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January 10, 2013

Jazz Critics' Poll 2012: The Big Sort

by  |  January 10, 2013

I reviewed 535 new (or at least previously unreleased) jazz albums in 2012: down a bit from recent years, but still enough to get a feel for how rich and varied the jazz universe has become. I sorted those down to 59 A-list albums, another 113 strong honorable mentions, lots more good records, some not-so-good and a few I could have done without -- the best-known are Pat Metheny's Unity Band and Esperanza Spalding's Radio Music Society.

Whittling that list of 59 down to a ballot-sized Top 10 may have exposed some of my taste preferences -- saxes over pianos (Vijay Iyer, Michael McNeill, Peter Zak) and guitars (Raoul Björkenheim, Anders Nilsson, Jon Lundbom) and vocals (Neneh Cherry, Diana Krall); new over old (Bill Evans, Art Pepper, Frank Wright); avant edge over squall (Charles Gayle, Hairy Bones, Holus-Bolus) and calm (Louis Sclavis, John Surman) and mainstream norms (Jerry Bergonzi, Branford Marsalis, Ted Nash); although the "list of 59" includes all that and more (Juhani Aaltonen, Dave Douglas, Peggy Lee, Weasel Walter, Mort Weiss).

Still, these are my 10 favorites:

Steve Lehman Trio, Dialect Fluorescent (Pi)
Alto saxophonist, studied under two legends – Anthony Braxton and Jackie McLean -- and has found his own synthesis, as brainy as the former and as gritty as the latter.

Sam Rivers/Dave Holland/Barry Altschul, Reunion: Live in New York (Pi)
Recorded in 2007, 35 years after the trio got together with Anthony Braxton to record Holland's landmark Conference of the Birds, four years before Rivers died at 88. He remained a power on tenor sax, engaging on flute and quite some pianist, while the bassist returns to his avant youth.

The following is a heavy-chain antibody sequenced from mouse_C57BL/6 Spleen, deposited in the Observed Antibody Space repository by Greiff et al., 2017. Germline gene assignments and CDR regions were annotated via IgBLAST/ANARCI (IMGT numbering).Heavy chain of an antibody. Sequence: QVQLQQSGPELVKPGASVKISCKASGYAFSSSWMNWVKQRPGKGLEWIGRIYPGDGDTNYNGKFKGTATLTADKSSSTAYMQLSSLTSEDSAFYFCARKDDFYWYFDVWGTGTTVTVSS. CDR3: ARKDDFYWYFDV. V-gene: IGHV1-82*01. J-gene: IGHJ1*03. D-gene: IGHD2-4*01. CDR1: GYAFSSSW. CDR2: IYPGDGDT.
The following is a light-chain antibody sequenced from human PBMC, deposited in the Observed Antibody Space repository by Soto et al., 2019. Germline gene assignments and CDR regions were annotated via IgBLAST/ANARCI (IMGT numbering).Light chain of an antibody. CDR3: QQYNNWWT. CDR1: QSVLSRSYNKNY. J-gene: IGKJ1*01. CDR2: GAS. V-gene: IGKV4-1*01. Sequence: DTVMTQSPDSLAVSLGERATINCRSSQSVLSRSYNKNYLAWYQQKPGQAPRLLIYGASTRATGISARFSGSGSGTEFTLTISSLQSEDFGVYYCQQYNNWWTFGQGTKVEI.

Houston Person, Naturally (High Note)
The last tenor sax great from the soul jazz era, always a delight, here with a dream group -- Cedar Walton, Ray Drummond, Lewis Nash -- just relaxed, enjoying themselves, luxuriating in his sound.

Ivo Perelman/Joe Morris/Gerald Cleaver: Living Jelly (Leo)
Six albums for the Brazilian saxophonist this year, five of them trios, four on my A-list, this one a slight favorite for the way Morris' guitar flows out and beyond the sax.

Jenny Scheinman, Mischief & Mayhem (self-released)
String-focused group, with the leader's violin, Nels Cline's guitar, plus bass and drums; the fast pieces veering between bluegrass and rock, the slower ones opening up to enjoy the atmosphere.

The Ben Riley Quartet: Grown Folks Music (Sunnyside)
Monk's drummer, a legacy he carried on in Sphere, but he started out with with Johnny Griffin and Eddie "Lockjaw" Davis, tenor sax models Wayne Escoffery can warm his abundant chops to.

Fred Lonberg-Holm's Fast Citizens, Gather (Delmark)
Chicago group with three horns and a rotating leader slot depending on who brings in the tunes. On their third outing, it's the cellist's turn, and he manages both to deepen the structure and keep the party quotient up.

Nik Bärtsch's Ronin, Live (ECM)